When I look at your heavens, the work of your fingers
The moon and the stars, which you have set in place
What is man that you are mindful of him?
And the son of man, that you care for him?
Yet you have made him a little lower than the angels
And crowned him with glory and honor
– Psalm 8
There have been two particularly interesting developments in astronomy in the last few decades. The first is the discovery of exosolar planets – that is, planets outside our solar system. The second is the discovery of liquid water on planets and moons inside our solar system. Both developments have accelerated in recent years and show no signs of stopping. Both have fascinating implications for our understanding of our place in the universe.
Humans are the most dominant living creatures on a little round ball that teems with life, from the deepest hydrothermal vents to the coldest poles and highest mountaintops. This fertile sphere exists in a mind-boggling vast universe that, as far as we know, has no other life in it. There are numerous ways to make sense of all this, but they tend to fall into two broad camps: Special and Not-So-Special.
Special Or Not So Special, That Is The Question
The Special camp says that we appear to be alone in the universe because we are special. A representative sample of this kind of philosophy can be found in the “Rare Earth hypothesis,” which says that the origin of life and any progression to intelligence require such “an improbable combination of astrophysical and geological events and circumstances” that extraterrestrial life, especially the complex or intelligent variety, is likely to be extremely rare, if it exists at all. The hypothesis emphasizes how our planet is in the right location in the right kind of galaxy, orbiting at the right distance from the right type of star, with the right arrangement of planets, in a continuously stable orbit, with a solid surface and an atmosphere and plate tectonics and a large moon, and so on, and so forth.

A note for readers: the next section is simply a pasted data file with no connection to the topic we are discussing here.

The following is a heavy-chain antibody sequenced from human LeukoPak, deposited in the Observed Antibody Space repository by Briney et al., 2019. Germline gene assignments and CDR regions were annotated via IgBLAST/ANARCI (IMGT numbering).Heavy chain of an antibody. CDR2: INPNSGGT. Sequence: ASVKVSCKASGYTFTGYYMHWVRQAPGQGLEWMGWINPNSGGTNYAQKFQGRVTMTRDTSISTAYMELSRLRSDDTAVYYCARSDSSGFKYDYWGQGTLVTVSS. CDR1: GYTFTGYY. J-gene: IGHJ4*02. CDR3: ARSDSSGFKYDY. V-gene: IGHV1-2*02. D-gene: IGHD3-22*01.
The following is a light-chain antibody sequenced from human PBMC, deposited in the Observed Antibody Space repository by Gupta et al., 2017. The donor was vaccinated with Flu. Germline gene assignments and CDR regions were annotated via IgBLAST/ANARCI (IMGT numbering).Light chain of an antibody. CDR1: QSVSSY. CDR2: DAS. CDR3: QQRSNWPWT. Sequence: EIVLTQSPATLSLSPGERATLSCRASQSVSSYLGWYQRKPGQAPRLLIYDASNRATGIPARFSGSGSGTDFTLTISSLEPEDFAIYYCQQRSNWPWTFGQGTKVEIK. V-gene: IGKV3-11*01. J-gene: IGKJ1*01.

A Special Earth does not demand that it was created by God, nor does belief in God demand a Special Earth, but they generally tend to suggest each other. (See “The Privileged Planet“.) If our existence within this universe is sufficiently improbable, it’s rather compelling to suggest that Something – or Someone – outside our universe intentionally set it up with that outcome in mind. Of course, such a Someone could have set up our universe with intelligent life teeming across other stars and galaxies as well. But many religions tend to assume some centrality to humanity and planet Earth. The Christian’s Bible does not (in my opinion) explicitly rule out life on other planets, but it certainly portrays God as more interested in humanity than anything else of his creation, from the beginning of this universe to its end.
By contrast, the Non-Special camp claims Earth is “a typical rocky planet in a typical planetary system, located in a non-exceptional region of a common barred-spiral galaxy.” This “mediocrity principle” tends to view the universe’s contents as spread out along fairly uninteresting statistical distributions. Wherever life does arise, it might think of itself as special due to its own selection bias, lack of imagination, and circular reasoning, but Non-Specialists see no objective reason to posit such a thing. Earth appears to exist under finely-tuned circumstances, but they view that as reversed logic and see no reason to assume that life couldn’t have simply developed differently, with a similar appearance of fine-tuning, if any given parameter had been different.
With the variety and vast quantities of stars and galaxies, Non-Specialists believe the universe is overwhelmingly abundant in life. The fact that we have not yet discovered any of that life is known as the Fermi Paradox. WaitButWhy has an entertaining and informative post that describes many of the speculative explanations for this paradox. After all, most stars are pretty far away and our technology is still pretty limited.